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Aspartate aminotransferase (AST) blood test

  • Definition
    • The aspartate aminotransferase (AST) blood test measures the level of the enzyme AST in the blood.

  • Alternative Names
    • Aspartate aminotransferase; Serum glutamic-oxaloacetic transaminase; SGOT

  • How the Test is Performed
  • How to Prepare for the Test
    • No special preparation is needed.

  • How the Test will Feel
    • When the needle is inserted to draw blood, some people feel moderate pain. Others feel only a prick or stinging. Afterward, there may be some throbbing or a slight bruise. This soon goes away.

  • Why the Test is Performed
    • AST is an enzyme found in high levels in the liver, heart, and muscles. It is also found in lesser amounts in other tissues. An enzyme is a protein that causes a specific chemical change in the body.

      This test is mainly done along with other tests (such as ALT, ALP, and bilirubin) to diagnose and monitor liver disease.

  • Normal Results
    • The normal range is 10 to 34 U/L.

      Normal value ranges may vary slightly among different laboratories. Some labs use different measurements or may test different samples. Talk to your health care provider about the meaning of your specific test results.

  • What Abnormal Results Mean
    • An increased AST level is usually a sign of liver disease. Liver disease is even more likely when the levels of substances checked by other liver blood tests have also increased.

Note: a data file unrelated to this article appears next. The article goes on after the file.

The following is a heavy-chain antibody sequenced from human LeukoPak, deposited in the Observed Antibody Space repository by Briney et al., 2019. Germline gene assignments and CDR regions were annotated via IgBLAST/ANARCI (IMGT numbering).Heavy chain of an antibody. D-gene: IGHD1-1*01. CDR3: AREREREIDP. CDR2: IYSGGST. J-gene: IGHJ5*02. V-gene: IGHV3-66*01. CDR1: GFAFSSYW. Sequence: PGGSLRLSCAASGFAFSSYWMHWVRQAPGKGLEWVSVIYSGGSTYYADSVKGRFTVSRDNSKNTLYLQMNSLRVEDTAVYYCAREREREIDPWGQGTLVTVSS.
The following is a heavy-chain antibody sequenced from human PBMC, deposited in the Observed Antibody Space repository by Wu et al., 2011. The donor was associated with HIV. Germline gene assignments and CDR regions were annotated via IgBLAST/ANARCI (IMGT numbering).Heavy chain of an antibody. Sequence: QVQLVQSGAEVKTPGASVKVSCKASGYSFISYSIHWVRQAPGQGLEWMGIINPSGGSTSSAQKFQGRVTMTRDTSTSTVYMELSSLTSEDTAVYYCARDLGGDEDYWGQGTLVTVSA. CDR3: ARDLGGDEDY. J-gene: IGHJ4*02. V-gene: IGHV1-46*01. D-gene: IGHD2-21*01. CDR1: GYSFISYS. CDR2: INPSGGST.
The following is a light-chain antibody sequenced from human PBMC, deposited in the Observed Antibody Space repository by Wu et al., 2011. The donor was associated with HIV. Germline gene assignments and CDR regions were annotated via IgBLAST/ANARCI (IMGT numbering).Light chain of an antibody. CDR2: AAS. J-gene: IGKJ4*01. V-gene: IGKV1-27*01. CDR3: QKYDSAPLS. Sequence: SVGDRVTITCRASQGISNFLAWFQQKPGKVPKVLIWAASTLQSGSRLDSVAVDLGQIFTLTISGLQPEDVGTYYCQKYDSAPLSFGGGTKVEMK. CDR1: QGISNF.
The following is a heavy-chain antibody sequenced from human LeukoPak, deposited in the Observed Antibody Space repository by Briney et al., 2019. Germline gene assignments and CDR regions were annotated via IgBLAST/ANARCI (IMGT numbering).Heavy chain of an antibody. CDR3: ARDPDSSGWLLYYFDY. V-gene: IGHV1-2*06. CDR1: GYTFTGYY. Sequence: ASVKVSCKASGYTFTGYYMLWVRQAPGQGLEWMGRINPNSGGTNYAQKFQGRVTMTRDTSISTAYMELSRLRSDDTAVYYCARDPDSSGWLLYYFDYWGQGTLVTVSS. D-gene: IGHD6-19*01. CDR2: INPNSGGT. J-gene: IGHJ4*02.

An increased AST level may be due to any of the following:

      AST level may also increase after:

      • Burns (deep)
      • Heart procedures
      • Seizure
      • Surgery

      Pregnancy and exercise may also cause an increased AST level.

  • Risks
    • Veins vary in size from one patient to another and from one side of the body to the other. Obtaining a blood sample from some people may be more difficult than from others.

      Risks associated with having blood drawn are slight, but may include:

      • Bleeding from where the needle was inserted
      • Fainting or feeling lightheaded
      • Hematoma (blood collecting under the skin)
      • Infection (a slight risk any time the skin is broken)
  • References
    • Pincus MR, Tierno PM, Fenelus M, Bowne WB, Bluth MH. Evaluation of liver function. In: McPherson RA, Pincus MR, eds. Henry's Clinical Diagnosis and Management by Laboratory Methods. 22nd ed. Philadelphia, PA: Elsevier Saunders; 2011:chap 21.

      Pratt DS. Liver chemistry and function tests. In: Feldman M, Friedman LS, Brandt LJ, eds. Sleisenger and Fordtran's Gastrointestinal and Liver Disease: Pathophysiology/Diagnosis/Management. 10th ed. Philadelphia, PA: Elsevier Saunders; 2016:chap 73.